The Common Law

COVID-19 and Austin – answering your legal questions

Austin is a different city since "The Common Law" issued its last article in February. This article starts a series on legal issues raised by COVID-19. You ask. We do our best to answer. Let's start with the city's ongoing shelter-in-place order (the "Order"). Here goes:

When does the city of Austin's shelter-in-place ordinance expire?

Mayor Adler issued the city's "Stay Home – Work Safe" ordinance (Order 20200324-007) on March 24, and it took effect on March 25. The ordinance requires that all individuals currently living in the city of Austin shelter at their place of residence unless certain exceptions apply. The order continues through April 13; however, the order can be modified by a subsequent order. All indications at this point suggest the city will extend the order beyond April 13.

I clean pools. Am I good to continue working?

Yes. Pool cleaners are expressly designated as a critical trade under the essential business section. "Plumbers, electricians, exterminators, pool cleaners, and other service providers who provide services that are necessary to maintaining the safety, sanitation, and essential operation of residences" are permitted to conduct business. See Order Section 6 (f) (ix).

Can I take my son on our two-person kayak and paddle around Lady Bird Lake (assuming we keep an appropriate distance from anyone)? We have stayed at home for the last two weeks, are generally healthy, and have not had any COVID-19 symptoms.

One of the essential activities that is an exception to the shelter-in-place order is "outdoor activity." Per the order, "individuals may engage in outdoor activity, such as, by way of example and without limitation, walking, hiking, bicycling, or running, provided the individuals comply with Social Distancing Requirements as defined in this Section." The outdoor activities specifically listed in the order are not exhaustive. Kayaking the lake seems like it would fall under "outdoor activity," which means it would be an essential activity, which in turn means you can leave your house for this activity. You must maintain appropriate social distancing at all times – if you can't do that, don't kayak; stay at home.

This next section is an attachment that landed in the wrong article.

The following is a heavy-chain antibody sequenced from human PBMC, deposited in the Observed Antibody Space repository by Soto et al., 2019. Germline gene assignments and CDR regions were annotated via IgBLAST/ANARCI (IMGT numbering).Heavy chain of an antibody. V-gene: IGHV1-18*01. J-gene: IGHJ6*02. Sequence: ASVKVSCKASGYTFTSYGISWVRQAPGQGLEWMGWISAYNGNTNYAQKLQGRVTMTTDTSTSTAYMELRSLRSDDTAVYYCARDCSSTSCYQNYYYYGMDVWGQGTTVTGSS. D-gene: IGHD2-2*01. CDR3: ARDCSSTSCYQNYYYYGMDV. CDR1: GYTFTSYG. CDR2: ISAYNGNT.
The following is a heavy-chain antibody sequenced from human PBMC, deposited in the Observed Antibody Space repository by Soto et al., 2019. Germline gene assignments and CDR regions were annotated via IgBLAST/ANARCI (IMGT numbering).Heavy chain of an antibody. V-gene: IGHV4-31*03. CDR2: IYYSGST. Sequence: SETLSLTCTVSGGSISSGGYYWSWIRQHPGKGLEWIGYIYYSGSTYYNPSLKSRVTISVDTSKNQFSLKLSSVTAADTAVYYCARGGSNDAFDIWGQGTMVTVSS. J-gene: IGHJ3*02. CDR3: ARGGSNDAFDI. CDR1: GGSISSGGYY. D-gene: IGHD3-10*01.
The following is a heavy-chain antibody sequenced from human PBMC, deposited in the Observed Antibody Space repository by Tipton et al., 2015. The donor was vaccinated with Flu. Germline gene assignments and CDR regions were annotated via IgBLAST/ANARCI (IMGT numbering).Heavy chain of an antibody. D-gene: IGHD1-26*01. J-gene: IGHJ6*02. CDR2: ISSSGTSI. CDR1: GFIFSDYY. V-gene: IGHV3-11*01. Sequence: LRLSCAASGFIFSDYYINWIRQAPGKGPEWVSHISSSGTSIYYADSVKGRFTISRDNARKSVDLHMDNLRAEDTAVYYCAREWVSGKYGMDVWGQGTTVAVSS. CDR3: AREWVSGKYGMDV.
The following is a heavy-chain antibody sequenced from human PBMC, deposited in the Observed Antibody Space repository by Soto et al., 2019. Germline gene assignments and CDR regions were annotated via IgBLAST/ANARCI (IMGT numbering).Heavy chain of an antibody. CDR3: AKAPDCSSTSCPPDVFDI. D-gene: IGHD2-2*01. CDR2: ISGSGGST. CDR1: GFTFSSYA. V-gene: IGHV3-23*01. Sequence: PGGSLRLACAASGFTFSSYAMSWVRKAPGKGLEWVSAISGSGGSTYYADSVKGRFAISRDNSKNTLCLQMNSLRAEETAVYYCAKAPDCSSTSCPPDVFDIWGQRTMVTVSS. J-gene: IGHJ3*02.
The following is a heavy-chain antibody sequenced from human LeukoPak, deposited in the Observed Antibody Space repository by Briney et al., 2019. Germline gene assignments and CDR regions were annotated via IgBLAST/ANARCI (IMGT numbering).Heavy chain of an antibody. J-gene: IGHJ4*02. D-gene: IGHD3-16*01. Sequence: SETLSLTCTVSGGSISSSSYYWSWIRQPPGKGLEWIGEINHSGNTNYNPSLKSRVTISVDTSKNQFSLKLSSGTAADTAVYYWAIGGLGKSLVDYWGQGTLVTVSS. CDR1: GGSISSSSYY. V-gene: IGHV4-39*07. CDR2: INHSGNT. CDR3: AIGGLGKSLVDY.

My neighbor decided to leave town and has asked me to go to her house daily to feed her cat. Is that allowed?

Yes. Section 6 (b) (v) states that you may leave your house to care for a family member or pet in another household.

I've been told that liquor stores fall under the essential business category and can remain open. That seems crazy. Is it true?

Crazy or not, it's true. The city's order specifically lists liquor stores as an essential business. The city determined that liquor stores sell "essential supplies" and therefore will remain open. See Section 6 (f) (ii).

Someone told me that the bank I use will soon be shutting down due to the shelter-in-place order. Is that right?

No. Banks and related financial institutions – places like credit unions, title companies, and insurance companies – are considered essential businesses that will remain open. If a specific bank branch is closing, it is not because of the city's order.

I've seen a bunch of folks in my neighborhood violating the shelter-in-place order. What's their punishment if caught?

Anyone who violates the shelter-in-place order violates Austin City Code Section 2-6-24. A violation is a misdemeanor punishable by a fine not to exceed $1,000 and/or confinement in jail not to exceed 180 days. Police officers, city code inspectors, and the fire marshal are allowed to enforce this order. Call 311 (not 911) if you see large groups of people that appear in violation of the order.

Mayor Adler has stated publicly that there simply aren't enough enforcement officials for the number of city residents. The order will work if everyone reads it and follows it. It's up to us flatten the curve.


More COVID-19 legal questions? Rent payments? Employment issues? Submit your questions to thecommonlaw@austinchronicle.com. We'll do our best to answer as many questions as possible.

Please submit column suggestions, questions, and comments to thecommonlaw@austinchronicle.com. Submission of potential topics does not create an attorney-client relationship, and any information submitted is subject to being included in future columns.

Marrs, Ellis & Hodge LLP, www.jmehlaw.com.

The material in this column is for informational purposes only. It does not constitute, nor is it a substitute for, legal advice. For advice on your specific facts and circumstances, consult a licensed attorney. You may wish to contact the Lawyer Referral Service of Central Texas, a non-profit public service of the Austin Bar Association, at 512-472-8303 or www.austinlrs.com.

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